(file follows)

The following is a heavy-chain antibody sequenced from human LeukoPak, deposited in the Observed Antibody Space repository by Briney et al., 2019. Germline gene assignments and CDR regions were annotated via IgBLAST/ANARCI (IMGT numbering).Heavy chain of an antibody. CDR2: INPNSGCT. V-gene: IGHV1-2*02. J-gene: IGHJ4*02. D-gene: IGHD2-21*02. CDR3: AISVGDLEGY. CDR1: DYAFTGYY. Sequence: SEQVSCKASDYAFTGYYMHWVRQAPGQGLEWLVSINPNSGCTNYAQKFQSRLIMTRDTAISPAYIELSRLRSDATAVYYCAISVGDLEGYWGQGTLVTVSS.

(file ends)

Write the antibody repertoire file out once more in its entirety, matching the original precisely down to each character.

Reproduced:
The following is a heavy-chain antibody sequenced from human LeukoPak, deposited in the Observed Antibody Space repository by Briney et al., 2019. Germline gene assignments and CDR regions were annotated via IgBLAST/ANARCI (IMGT numbering).Heavy chain of an antibody. CDR2: INPNSGCT. V-gene: IGHV1-2*02. J-gene: IGHJ4*02. D-gene: IGHD2-21*02. CDR3: AISVGDLEGY. CDR1: DYAFTGYY. Sequence: SEQVSCKASDYAFTGYYMHWVRQAPGQGLEWLVSINPNSGCTNYAQKFQSRLIMTRDTAISPAYIELSRLRSDATAVYYCAISVGDLEGYWGQGTLVTVSS.